There are probably many things you do not know about hops. This is normal. The hop plant, which is highly appreciated by brewers, is not usually the topic of conversation in a lift. At least not yet. Who knows what will happen after you read this article.

 

    1. It belongs to the Cannabaceae family. Yes, from the same family as cannabis. Perhaps you already knew this. No, it does not have the same properties no matter how you consume it. Our recommendation will obviously be to take it in the marvellous concoction called beer.

 

    1. All the hop flowers used in making beer have to be female and virgin. Yes, perhaps this will remind you of section one.

 

    1. Hops began to be used in beer thanks to their preservation properties although, at present, they are appreciated because of the typical bitter taste that they give to beer.

 

    1. Hops began to be cultivated as a crop in Central Europe in the 9th century. Until then, they were harvested in the wild. Hops began to be mentioned in texts across the board in the 14th century but it was not until the 16th century that they began to be considered a basic ingredient for making beer.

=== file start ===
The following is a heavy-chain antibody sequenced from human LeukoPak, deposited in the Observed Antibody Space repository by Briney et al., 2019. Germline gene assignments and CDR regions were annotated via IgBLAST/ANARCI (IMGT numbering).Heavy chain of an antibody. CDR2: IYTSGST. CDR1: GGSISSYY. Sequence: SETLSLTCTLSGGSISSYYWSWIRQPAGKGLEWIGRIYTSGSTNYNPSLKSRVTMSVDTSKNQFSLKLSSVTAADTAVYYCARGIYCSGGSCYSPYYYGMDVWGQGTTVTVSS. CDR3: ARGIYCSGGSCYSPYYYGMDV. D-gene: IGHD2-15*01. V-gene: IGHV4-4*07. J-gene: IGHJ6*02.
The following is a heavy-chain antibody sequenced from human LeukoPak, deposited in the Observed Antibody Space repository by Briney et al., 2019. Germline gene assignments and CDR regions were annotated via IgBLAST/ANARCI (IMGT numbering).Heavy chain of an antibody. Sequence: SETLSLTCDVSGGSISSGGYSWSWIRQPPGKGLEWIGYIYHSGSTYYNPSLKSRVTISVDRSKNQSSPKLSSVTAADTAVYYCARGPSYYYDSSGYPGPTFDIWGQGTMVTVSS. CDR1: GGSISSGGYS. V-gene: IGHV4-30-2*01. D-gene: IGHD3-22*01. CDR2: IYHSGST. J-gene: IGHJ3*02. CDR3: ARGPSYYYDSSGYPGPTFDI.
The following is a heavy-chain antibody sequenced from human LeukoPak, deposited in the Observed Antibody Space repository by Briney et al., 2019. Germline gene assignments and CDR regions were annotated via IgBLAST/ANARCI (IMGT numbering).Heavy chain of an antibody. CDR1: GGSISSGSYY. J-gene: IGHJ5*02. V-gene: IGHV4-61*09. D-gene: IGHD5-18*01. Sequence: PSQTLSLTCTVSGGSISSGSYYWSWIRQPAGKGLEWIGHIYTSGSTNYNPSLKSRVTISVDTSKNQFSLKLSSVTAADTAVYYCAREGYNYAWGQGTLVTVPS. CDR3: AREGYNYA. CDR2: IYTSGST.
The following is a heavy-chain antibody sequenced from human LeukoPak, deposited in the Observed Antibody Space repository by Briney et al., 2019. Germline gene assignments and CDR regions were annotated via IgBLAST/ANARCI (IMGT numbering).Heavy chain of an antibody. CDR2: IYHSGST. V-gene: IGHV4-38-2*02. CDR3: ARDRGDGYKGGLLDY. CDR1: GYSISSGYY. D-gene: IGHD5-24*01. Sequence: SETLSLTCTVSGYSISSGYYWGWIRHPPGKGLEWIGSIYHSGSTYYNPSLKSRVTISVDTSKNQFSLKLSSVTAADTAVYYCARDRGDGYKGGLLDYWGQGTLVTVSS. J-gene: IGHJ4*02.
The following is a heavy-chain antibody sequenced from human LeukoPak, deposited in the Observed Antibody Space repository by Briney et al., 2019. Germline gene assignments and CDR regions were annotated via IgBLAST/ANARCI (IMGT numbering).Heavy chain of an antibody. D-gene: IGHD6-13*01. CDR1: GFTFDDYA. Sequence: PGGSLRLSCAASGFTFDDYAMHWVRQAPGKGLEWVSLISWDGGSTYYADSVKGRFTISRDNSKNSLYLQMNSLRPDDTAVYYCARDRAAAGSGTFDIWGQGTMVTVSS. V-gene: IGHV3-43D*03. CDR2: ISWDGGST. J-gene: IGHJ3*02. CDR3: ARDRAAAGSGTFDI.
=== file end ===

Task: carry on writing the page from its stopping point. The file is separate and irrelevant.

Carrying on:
1. Hops can be taken as an infusion to calm down one’s nerves thanks to their sedative effects. When brewing beer, that technique is used to test the power and nuances of the hops.

 

    1. Cooked hops can be eaten but we would not recommend this to anybody. Some courageous people are daring enough to cook hops. Do you fancy a hopped-up bruschetta? Make a note of this recipe from Bon Appetit.

 

  1. If this brief post has not satisfied your curiosity about this plant revered by brewers, do not fret since there are several museums around the world devoted exclusively to it. You can read about them and other curiosities on this blog.

Everything has its place and time; everyone has their own preference; there is no accounting for tastes, etc.

Anybody can look like an expert in nearly everything without being one.

THERE IS AN EXPLANATION FOR THIS

EXCEPT FOR THE BEER, WE HAVE CHANGED EVERYTHING

We have lost count of how many times we have changed the label of Ambar Especial in our 116-year history.

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